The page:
War is not a pretty thing. It is a wretched, callous, bloody and yes, sometimes necessary part of life, but it is never easy and it is never clean.
It is no hard thing to recall the images of Desert Storm: nightvision enhanced video feed from a bomb dropped through a factory chimney with surgical precision; green flashes of light as PATRIOT missiles deftly intercepted and exploded the inferior SCUDs; battalions of soldiers surrendering to cameras. There was more.
There were pictures of walls of glassy-eyed dead, piled head-high along the side of the road. There were reports, long denied but eventually confirmed, of exposure to sarin gas. There were interviews with the starving, diseased survivors of a brutal regime, harsh sanctions, and more than one war. It all may have been necessary. The price may have been worth it. But there was a price. There is always a price.
This time, the Iraqis will not be the only ones who pay.
The administration has all but rejected the idea that weapons inspections can fulfill their goal, and has treated the sanction of the UN as a bothersome formality that can be done away with if it does not conform with his plans. And as the hawks circle, they promise a clean, low casualty war.
During the Gulf War, we had the support of the United Nations. We had the support of the surrounding region. We fought for a withdrawal instead of a change in regime.
None of this is true now.
Three retired four-star generals have testified before Congress that the next attack on Baghdad would in all likelihood degenerate into the bloody crawling of urban warfare. George Tenet has said that Saddam would be likely to use biological or chemical weapons (provided he has them) in defense of his rule.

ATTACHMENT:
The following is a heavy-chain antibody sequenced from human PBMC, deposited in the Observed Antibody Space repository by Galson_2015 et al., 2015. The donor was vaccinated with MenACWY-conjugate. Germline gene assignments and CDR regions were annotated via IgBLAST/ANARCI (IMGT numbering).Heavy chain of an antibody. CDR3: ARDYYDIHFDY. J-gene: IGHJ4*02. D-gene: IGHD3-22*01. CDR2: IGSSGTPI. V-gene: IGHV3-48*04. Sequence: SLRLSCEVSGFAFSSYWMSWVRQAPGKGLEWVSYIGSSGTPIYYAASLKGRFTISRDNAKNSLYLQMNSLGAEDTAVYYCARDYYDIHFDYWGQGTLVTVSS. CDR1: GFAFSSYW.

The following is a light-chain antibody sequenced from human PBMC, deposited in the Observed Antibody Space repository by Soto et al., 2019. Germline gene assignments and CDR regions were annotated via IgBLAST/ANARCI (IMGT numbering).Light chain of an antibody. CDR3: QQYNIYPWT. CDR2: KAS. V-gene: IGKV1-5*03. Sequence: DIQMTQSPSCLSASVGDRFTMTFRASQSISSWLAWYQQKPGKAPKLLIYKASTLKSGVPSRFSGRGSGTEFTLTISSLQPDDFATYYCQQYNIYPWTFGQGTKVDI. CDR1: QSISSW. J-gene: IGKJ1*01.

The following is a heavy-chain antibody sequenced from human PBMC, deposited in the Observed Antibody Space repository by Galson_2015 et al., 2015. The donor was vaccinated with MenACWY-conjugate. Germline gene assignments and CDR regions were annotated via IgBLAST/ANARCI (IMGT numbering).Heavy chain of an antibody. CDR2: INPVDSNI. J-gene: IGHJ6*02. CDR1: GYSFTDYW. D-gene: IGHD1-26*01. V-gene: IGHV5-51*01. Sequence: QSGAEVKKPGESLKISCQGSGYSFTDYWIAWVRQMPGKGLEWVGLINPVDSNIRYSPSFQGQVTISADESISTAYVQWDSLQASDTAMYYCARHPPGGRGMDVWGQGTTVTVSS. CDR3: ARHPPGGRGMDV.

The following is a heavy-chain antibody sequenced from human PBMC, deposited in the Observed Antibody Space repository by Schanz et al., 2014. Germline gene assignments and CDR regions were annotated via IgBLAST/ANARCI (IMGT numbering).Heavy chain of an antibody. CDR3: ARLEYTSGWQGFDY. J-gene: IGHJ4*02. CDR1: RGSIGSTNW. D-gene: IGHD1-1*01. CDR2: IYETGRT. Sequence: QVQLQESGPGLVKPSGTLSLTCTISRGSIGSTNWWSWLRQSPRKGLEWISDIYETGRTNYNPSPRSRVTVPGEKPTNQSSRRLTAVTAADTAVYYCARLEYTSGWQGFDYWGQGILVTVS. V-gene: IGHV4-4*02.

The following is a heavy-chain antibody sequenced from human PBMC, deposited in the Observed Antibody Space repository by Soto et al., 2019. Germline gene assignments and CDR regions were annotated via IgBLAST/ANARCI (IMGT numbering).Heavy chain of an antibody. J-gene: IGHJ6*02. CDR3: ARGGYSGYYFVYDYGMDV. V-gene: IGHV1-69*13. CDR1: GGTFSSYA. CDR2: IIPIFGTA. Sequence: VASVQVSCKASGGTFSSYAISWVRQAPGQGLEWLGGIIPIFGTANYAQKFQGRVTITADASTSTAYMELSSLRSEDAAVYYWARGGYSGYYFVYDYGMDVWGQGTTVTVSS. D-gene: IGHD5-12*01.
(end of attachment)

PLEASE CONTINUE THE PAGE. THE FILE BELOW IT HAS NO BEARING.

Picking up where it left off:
Thousands will die, and if we plan on regime change, we will stay in Iraq for a very long time.
There are no rebel factions within Iraq to use as cat’s-paws, no UN backing for a pre-emptive strike. The costs, in money and blood, will be paid by the people of the US, at a time we can hardly afford it.
The Taliban is gone, but Afghanistan requires a massive influx of money and aid. The budget surplus vanished with the trumped-up Bush tax cut, dipped into debt with an increase in defense spending, and crashed with the market as the inequities of Tycho, Enron, Haliburton and more came to light.
The economy is down, unemployment is up, Bin Laden is missing, and Saddam Hussein is a very bad man. Bush scoffs at demands for diplomacy and freely admits a glaring lack of nuclear evidence. Inspectors are useless, the UN irrelevant, allies unnecessary and proof uncalled for. We stand at the brink of both an election and war. May wiser heads prevail in both.
Editor’s note: Immediately following the distribution of last week’s issue, Information Technology sent a repairman to our office.The professional, efficient and effective service that followed is directly responsible for our continued existence. For this we offer the Information Technology department our heartfelt gratitude and hearty thanks.